AFP - Nepal's parliament chose a moderate leftist Saturday as the nation's new premier following Maoist chief Prachanda's resignation three weeks ago when he failed in a bid to fire the army chief.
Madhav Kumar Nepal, a senior leader of the Communist Party of Nepal-United Marxist Leninist (CPN-UML), described by analysts as hewing to the centre-left and communist in name only, was acclaimed as the lone candidate.
"It's a huge responsibility. I will move forward by building the politics of consensus among all parties," said Nepal, who is backed by an alliance of 22 parties that holds 350 seats in the 601-member parliament.
Nepal, garlanded by well-wishers after being chosen, is a veteran politician who has been a major player in the impoverished Himalayan country's politics for decades.
His election came after Maoist leader Prachanda quit as prime minister three weeks ago following eight months in office over a decision by the president to veto his bid to sack Nepal's army chief, a longtime rival.
The latest political crisis has raised fears about the future of a 2006 peace agreement which ended a decade-long Maoist insurgency that left at least 13,000 people dead.
The Maoists stormed out of parliament Saturday before the new prime minister was chosen, branding the selection process "a farce." But they promised not to disrupt the peace process, saying they were committed to civilian government.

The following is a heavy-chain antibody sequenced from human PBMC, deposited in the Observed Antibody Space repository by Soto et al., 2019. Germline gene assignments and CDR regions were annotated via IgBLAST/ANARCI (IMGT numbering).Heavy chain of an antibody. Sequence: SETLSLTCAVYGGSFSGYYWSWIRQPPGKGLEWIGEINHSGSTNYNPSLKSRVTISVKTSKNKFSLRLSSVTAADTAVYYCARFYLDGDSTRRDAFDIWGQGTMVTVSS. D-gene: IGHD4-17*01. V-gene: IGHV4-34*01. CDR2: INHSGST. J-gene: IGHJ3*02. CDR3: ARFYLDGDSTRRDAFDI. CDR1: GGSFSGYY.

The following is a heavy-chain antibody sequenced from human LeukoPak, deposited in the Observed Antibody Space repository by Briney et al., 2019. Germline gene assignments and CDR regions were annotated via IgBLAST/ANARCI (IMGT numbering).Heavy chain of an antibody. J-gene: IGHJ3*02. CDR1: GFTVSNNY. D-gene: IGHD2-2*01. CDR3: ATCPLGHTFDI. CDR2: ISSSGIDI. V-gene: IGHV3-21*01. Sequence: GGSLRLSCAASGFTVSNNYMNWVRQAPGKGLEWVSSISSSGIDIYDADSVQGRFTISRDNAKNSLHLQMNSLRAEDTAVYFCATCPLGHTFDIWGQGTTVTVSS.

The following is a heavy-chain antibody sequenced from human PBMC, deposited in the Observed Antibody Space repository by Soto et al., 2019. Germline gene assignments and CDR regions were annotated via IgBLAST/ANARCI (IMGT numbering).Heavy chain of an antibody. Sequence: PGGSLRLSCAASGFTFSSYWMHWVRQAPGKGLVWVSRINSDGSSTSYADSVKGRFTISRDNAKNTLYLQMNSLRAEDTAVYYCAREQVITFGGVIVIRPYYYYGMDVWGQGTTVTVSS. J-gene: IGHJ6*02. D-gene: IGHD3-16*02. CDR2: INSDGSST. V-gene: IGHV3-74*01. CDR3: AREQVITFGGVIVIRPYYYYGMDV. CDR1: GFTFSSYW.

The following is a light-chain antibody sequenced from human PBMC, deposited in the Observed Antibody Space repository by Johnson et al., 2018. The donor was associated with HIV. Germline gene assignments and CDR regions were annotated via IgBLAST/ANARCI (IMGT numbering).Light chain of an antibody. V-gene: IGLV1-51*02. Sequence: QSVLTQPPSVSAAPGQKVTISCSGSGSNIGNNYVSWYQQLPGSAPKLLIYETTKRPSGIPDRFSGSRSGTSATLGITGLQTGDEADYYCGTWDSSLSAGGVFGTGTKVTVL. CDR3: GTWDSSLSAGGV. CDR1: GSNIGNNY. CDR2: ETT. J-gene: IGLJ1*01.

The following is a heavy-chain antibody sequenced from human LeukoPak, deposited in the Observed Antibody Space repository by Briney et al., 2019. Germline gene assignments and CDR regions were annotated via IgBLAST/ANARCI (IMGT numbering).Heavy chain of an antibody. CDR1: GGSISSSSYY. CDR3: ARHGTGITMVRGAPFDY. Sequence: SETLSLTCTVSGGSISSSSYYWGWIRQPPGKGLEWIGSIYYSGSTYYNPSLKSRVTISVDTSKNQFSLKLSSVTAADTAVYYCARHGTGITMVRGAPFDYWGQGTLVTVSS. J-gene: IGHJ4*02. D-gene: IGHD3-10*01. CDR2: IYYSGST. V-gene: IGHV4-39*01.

Nepal, 56, was named the prime ministerial candidate by the 22-party alliance last week.
"He has been elected unopposed as the new prime minister of the federal democratic republic of Nepal," parliamentary speaker Subash Nemwang said.
The Maoists said they would boycott parliament under the new prime minister and vowed to keep up street protests until the president changes his mind on the army chief.
"The whole process of choosing a new prime minister is a farce," senior Maoist leader Narayan Kaji Shrestha told parliament before members of the 238-strong ultra-left party exited the chamber.
"We're boycotting this session and we will not support the new government," he said.
"But we will play an effective role in taking the peace process to a logical conclusion and draft a new constitution on time by staying in opposition," he added.
"We want civilian supremacy to be maintained and not military supremacy," Shrestha said.
The ex-rebels scored well in last year's elections, winning more than twice the seats of their nearest rivals, the Nepali Congress, Nepal's second largest party, but not enough for a majority.
The CPN-UML is the third-largest party.
The Maoists have filed a parliamentary motion against the president, saying the move to keep the army chief was unconstitutional and undemocratic.
The row between Prachanda's government and the head of the army, General Rookmangud Katawal, was centred on the fate of 19,000 former Maoist rebel fighters confined to United Nations-supervised camps.
Prachanda demanded that they be integrated into the national army to cement the peace process. But the army refused, saying the guerrillas had been indoctrinated by the Maoists and could never become non-partisan soldiers.